Clocking up: spiralling costs of domestic fuel will be partly offset by payments to most households – photo: Christy Lawrance
Consumer champion Martin Lewis has stated that the UK is “facing a potential national financial cataclysm” and ex-prime minister Gordon Brown has described the cost of living situation as a humanitarian crisis.
Brown has called on the government to produce an emergency budget in response, including raising rates of welfare benefits this autumn rather than waiting to make annual increases next April.
My article in last winter’s Community Living (“Help to pay the winter fuel bills”) described the main schemes to help with energy costs. Since then, the government has introduced some temporary financial support to meet fuel and other bills.
New prime minister Liz Truss has frozen energy bills at £2,500 for 2023. This is welcome, if inadequate.
It is widely recognised that the financial outlook for many looks dire, especially for those needing the most support, including disabled people on low incomes.
The greatest concerns continue to be about the seemingly ever-rising cost of domestic fuel.
The UK’s annual energy price cap (based on typical household use of both gas and electricity) is expected to go up from just under £2,000 to as high as £3,359 this autumn. Further increases to the cap are predicted in the first two quarters of 2023.
Other regular bills are also increasing, notably the cost of food and motor fuel. Inflation is 9.4% and the Bank of England is predicting this will go above 13% by early next year.
At the time of writing, two main temporary sources of financial help were available.
Money towards fuel bills
The Energy Bills Support Scheme will provide a payment to help almost all bill payers in Great Britain with the cost of gas and electricity.
This scheme will provide a one-off discount totalling £400, given as six separate payments between October and March. All households with a domestic electricity connection will automatically get it without having to apply.
How the money is credited depends on how the consumer pays their fuel bills. For most people, it will be applied to the bill by their supplier.
Clients who use prepayment meters that are not smart meters will be provided with vouchers to redeem at their usual top-up point.
Cash to help with cost of living
The other main tranche of financial support being provided by the government across the UK comes under the umbrella of cost of living payments.
Three types of payments are being provided: to people on low incomes; to disabled people; and to pensioners. It is possible for a client to qualify for all three.
Entitlement is based on qualification for certain benefits at particular dates or within specific time periods.
People on low incomes will receive a cost of living payment worth £650 if they get a qualifying means-tested benefit. These are universal credit, income-based jobseeker’s allowance, income-related employment and support allowance, income support, pension credit, and child tax credit and/or working tax credit.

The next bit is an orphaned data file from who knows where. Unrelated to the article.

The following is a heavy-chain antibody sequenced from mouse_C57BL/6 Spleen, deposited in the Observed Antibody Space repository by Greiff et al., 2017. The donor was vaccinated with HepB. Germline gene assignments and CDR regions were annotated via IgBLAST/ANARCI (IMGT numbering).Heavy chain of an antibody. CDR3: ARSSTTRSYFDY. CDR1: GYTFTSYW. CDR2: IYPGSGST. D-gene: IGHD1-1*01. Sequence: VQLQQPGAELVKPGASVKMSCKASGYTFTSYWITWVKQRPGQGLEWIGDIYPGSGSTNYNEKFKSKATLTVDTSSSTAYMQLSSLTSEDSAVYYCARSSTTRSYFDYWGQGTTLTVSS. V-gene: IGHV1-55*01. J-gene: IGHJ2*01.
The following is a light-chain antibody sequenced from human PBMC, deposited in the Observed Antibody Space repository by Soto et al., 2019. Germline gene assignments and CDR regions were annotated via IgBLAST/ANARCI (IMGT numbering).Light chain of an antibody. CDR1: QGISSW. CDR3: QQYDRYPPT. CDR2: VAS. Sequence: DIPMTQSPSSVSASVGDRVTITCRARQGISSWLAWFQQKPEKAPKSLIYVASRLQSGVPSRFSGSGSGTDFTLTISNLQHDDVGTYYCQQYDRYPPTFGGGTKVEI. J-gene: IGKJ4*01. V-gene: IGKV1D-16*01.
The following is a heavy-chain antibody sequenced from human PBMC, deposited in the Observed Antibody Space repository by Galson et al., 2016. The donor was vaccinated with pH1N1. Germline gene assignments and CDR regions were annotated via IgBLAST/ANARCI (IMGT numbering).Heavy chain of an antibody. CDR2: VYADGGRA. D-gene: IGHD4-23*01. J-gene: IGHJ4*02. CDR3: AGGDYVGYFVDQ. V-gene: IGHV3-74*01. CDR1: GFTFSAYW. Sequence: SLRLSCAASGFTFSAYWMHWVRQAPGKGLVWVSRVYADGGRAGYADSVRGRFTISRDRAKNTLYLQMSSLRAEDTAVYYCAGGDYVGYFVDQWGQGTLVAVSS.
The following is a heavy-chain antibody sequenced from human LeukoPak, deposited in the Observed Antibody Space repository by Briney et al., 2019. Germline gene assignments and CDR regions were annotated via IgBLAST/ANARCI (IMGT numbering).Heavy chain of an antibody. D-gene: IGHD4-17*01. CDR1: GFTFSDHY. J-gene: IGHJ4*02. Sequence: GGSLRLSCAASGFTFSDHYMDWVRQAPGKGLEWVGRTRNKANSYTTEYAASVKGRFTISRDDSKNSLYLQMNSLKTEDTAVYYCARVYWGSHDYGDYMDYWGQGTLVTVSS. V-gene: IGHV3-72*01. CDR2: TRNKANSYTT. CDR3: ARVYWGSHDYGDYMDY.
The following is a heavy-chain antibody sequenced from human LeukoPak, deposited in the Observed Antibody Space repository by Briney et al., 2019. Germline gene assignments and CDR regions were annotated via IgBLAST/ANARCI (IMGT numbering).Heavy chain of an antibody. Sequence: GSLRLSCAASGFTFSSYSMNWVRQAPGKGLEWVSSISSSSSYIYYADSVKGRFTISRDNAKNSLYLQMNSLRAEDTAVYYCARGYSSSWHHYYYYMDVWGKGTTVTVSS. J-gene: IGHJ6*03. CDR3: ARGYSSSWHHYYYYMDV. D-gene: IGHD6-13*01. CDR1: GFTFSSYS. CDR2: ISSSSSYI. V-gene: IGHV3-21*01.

The amount is the same whether the claimant is getting their benefit as a single person or as part of a couple.
It is paid in two parts. The first payment of £326 was made this summer (the qualifying period was 26 April-25 May 2022). The second part of £324 will be paid this autumn, although the qualifying dates or period were yet to be announced as this issue went to press. Most people who qualify because they are entitled to tax credits will get their two payments in September and in the coming winter.
Disability cost of living payment is payable to any client who gets a disability benefit, regardless of the rate and/or component they receive. The amount is £150 and will be paid to clients from September 2022.
Qualifying benefits include personal independence payment, attendance allowance, disability living allowance (adult or child) or adult or child disability payment (Scotland only). The claimant must have received the benefit for a period that included 25 May 2022.
The pensioner cost of living payment of £300 will be paid to pension-age people on top of their regular winter fuel payment for winter 2022–23. It will be paid with the normal payment from November 2022.
The payments and credits awarded from either scheme (to help with energy bills or cost of living) are not counted as income so do not affect benefits or tax credits.
People who are eligible should be paid automatically. This includes where the claimant is found at a later date to have been eligible for a payment, for example because they were waiting for a decision on a claim for a qualifying disability benefit.
People on low incomes will receive a cost of living payment worth £650 if they get a qualifying benefit
If a client does not get a payment they believe they should have been awarded, this can be reported online to the Department for Work and Pensions.
More help this autumn
The Household Support Scheme might be funded for new applications from October 2022. Benefits from the scheme, which may include money or vouchers, provision of food or goods or grants to third parties, are awarded by local authorities to residents who need support.
Support can include help with, among other items, fuel bills. Keep an eye out this autumn for information about this scheme.